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Sewage treatment

Sewage treatment

Sewage is the water found in sewers.

Once we have used water, we pull the plug from the sink, flush the toilet or pour it down the drain where it enters the sewerage system. In the sewer there is a mixture of water used for a variety of purposes in the home, at work or in leisure activities, plus rainwater from roads, footpaths and roofs and water used for business and industrial purposes.

Sewage contains a wide range of waste products. It contains
• solids suspended in the water
• things dissolved in the water
• bacteria and other sewage micro-organisms living in the water.

On average each of us generates 135 to 180 litres of sewage a day. Over 99.9% of sewage is liquid, with less than 0.1% solid.

There are six stages in sewage treatment: -

Preliminary

Removes the large bits, sand and grit.
• Sewage contains lots of materials, such as paper, rubbish, plastics, cotton and grit, which must be removed before treatment can begin. The sewage is passed through a screen which traps this material which is broken up into smaller bits (macerated) and put into a skip.
• The screened sewage passes through the detritor which slows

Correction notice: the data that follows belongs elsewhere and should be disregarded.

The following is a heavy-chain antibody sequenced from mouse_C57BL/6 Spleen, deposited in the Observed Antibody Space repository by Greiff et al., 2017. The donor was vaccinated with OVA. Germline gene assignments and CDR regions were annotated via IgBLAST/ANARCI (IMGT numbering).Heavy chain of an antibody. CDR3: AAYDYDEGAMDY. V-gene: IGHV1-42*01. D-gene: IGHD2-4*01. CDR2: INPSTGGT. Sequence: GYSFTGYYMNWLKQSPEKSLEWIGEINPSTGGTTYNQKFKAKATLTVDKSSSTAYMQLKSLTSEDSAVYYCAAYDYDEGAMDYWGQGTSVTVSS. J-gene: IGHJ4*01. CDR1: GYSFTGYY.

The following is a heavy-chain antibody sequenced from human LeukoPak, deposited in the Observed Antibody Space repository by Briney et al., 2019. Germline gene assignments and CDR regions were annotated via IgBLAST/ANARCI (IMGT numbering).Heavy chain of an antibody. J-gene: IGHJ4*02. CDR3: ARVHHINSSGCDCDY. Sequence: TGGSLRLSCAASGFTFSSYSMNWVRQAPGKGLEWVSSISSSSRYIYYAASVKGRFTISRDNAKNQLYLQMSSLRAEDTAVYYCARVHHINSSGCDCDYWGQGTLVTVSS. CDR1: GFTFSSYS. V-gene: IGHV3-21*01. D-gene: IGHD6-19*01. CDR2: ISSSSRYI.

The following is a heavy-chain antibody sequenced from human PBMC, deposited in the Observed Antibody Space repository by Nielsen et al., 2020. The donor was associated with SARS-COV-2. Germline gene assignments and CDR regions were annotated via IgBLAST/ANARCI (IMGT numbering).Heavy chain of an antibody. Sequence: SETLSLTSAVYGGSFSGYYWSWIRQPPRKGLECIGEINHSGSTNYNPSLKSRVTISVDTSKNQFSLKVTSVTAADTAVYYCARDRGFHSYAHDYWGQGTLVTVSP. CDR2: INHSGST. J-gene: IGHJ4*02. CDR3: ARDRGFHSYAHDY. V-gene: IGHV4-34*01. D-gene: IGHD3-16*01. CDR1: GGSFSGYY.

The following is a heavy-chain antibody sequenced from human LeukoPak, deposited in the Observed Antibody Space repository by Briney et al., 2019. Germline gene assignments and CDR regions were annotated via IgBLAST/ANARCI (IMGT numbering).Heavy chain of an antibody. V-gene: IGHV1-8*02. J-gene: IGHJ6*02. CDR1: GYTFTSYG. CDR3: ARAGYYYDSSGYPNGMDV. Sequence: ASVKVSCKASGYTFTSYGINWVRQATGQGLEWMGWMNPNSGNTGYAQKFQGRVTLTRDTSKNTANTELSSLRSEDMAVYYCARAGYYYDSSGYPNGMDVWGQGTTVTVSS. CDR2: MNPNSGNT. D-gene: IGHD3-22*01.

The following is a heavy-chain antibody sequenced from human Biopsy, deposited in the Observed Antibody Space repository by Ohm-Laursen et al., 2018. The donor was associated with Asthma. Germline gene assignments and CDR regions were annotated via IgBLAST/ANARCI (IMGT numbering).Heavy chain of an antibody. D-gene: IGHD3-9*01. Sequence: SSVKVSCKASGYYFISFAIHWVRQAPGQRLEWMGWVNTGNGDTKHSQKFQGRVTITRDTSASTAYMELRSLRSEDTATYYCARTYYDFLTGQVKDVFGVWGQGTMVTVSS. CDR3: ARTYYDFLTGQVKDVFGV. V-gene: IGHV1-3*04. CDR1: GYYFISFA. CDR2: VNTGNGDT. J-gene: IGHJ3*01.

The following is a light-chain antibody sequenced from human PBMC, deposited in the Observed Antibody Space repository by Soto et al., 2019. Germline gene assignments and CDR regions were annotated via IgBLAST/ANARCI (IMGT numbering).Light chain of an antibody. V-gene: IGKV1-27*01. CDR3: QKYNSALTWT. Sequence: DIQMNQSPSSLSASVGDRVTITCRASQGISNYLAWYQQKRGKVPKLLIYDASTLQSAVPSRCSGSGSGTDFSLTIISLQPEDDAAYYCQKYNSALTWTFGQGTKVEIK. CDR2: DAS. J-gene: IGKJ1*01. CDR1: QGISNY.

down the flow of the water. Grit and sand which are heavier than
water separate out and sink to the bottom.

First settlement

Removes the small solids.
• The sewage enters a tank where it sits for a couple of hours allowing smaller particles to sink to the bottom.
• The water at the top of the tank flows to the next process.
• The sludge at the bottom of the tank is drawn off and treated
in a separate process called Accelerated Anaerobic Digestion

Biological phase

Removes things that are dissolved.
• Things that are dissolved in the water cannot be removed by settling so we use helpful bacteria to eat them.
• These bacteria live in either activated sludge tanks or in filter beds.

Second settlement

Removes dead bacteria and their waste.
• Once the sewage has been through the biological stage we let it settle again to make sure it is really clean.

Tertiary treatment

Removes any harmful germs.
• At some sewage treatment works the treated sewage is passed through ultra-violet lights before it finally re-enters the natural water cycle. By passing the water through the ultra-violet lights any disease causing micro-organisms left in the water are made harmless. This treatment usually occurs at our coastal works. On completion of sewage treatment, the water is suitable for release into rivers and the sea. Because the polluting matter has mostly been removed, it is of no danger to any plant or animal life.

Advanced Anaerobic digestion

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    Sewage treatment

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